History and rise of coffee culture in Ireland

Among the European countries, the Republic of Ireland is the one that has recently shown a lively growth in terms of coffee consumption (+16% CAGR from 2016 to 2018 according to Coffeebi.com).

Today, for Irish people, coffee is not just a commodity, it has become a way of life.

A research conducted on behalf of the Retail Intelligence by Empathy Research based on an Irish national representative sample of 1000 adults found out that 56% of Irish adults now consume coffee at least once a day- an escalation of 4% in two years, with over one third (34%) consuming several cups every day.

Irish pubs, facing competition from the caffeine spread, began installing espresso coffee machines to attract an even bigger and diverse clientele who seemed to be much more keen about a milk than a lager.

In this context that Irish baristas gained prominence in global barista championships, leading to education on this culture that changed the socio-cultural aspects of lifestyles of the country.

Coffee shops as the new pubs

A blossoming and vibrant caffeine infusion has led to the rise of coffee shops across the Republic of Ireland.

Right from restaurants serving the drink to the culture established by key players in this industry to paving way for the formation of independent coffee stores, specializing in specialty or artisan coffee, a lot has had happened in the span of about two decades.

Distinguishable by their enthusiastic cultivation and serving methods, coffeehouses are the places that want their customers to know that they take their drink seriously, where there’s latent focus on the sizes and materials from which the cups are made to texturing of milk to the authentic flavors amalgamated from Irish micro-roasters.

History of coffee shops in Ireland

Various theories explaining the growth of the new café culture have circulated, with reasons ranging from a surging rise in the number of migrants to anti-smoking legislation to return of the affluent Irish emigrants and else. A movement of culture took place since Ireland was known for its alcohol consumption.

For a considerable period of time, a wave of tea culture had spread in the UK, primarily because the East India Company owned the monopoly of tea, one of the then-largest in the world, and more so because the nation had difficulties in obtaining coffee owing to its wars France and Spain. Ireland seemed to follow the trend only until this English lifestyle was interrupted by a gentleman named Samuel Bewley, who later became synonymous with the Bewley’s Café in Ireland.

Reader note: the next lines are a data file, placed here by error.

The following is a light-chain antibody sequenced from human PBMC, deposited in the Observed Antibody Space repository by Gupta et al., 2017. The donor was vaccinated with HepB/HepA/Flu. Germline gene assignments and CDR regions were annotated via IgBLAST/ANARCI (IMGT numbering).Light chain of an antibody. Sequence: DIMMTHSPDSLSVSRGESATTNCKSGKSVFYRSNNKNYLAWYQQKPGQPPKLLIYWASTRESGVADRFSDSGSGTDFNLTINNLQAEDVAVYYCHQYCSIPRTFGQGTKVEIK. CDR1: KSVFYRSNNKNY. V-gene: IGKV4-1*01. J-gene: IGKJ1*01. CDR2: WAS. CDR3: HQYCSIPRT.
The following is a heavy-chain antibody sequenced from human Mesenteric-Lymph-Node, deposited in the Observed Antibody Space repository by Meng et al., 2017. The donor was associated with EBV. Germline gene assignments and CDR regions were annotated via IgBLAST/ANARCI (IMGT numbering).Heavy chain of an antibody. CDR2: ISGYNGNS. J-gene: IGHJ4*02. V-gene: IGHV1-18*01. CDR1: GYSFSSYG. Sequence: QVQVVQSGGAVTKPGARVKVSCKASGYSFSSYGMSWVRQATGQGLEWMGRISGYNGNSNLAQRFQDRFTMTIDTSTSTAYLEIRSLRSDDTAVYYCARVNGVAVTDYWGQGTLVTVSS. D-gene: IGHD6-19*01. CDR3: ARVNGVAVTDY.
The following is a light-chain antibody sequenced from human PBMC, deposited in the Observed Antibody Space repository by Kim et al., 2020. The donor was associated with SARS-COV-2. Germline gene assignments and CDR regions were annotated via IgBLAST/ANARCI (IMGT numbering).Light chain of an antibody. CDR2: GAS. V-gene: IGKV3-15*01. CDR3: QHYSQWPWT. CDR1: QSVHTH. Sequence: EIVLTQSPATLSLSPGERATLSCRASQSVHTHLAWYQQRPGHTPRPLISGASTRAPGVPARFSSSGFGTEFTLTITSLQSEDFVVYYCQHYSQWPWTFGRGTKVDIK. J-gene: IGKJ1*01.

References that can be traced to the earliest coffee houses in the Irish capital was the Cock Coffee House in Cook Street, during the reign of Charles II (1660-85). Then came the Lucas Coffee House on Cork Hill where many duels took place, followed by Dick’s Coffee House in Skinner’s Row. There has long been an association between coffeehouses and the world of publishing, newspapers in particular. A typical characteristic back then, Dick’s was located in the drawing-room, one of the shops underneath being occupied by a bookseller and publisher. During the reign of George III, two of the most frequented coffee houses in Dublin were located in Crampton Court: the Little Dublin Coffeehouse & the Exchange Coffee House. The fad was eventually emulated by the other counties and by the year 1698, coffee houses were well established and thriving in Cork, Limerick, Kilkenny, Clonmel, Wexford and Galway, and in Belfast and Waterford later in the 18th century.

From the mid-19th century, the social dining pattern of the entire of Ireland transformed, keeping in line with that of the UK and other Western European nations on a whole, leading to the Bewley’s era whose Grafton street business, in particular, could be said to have drawn heavy influence from the picturesque dining places in cities like Paris and Vienna, oriental tearooms, and Egyptian architecture, ushering in an exquisite touch into the newly formed Irish Free State.

However, it was not until the beginning of the 21st century that a new wave of coffee house culture swept through the nation.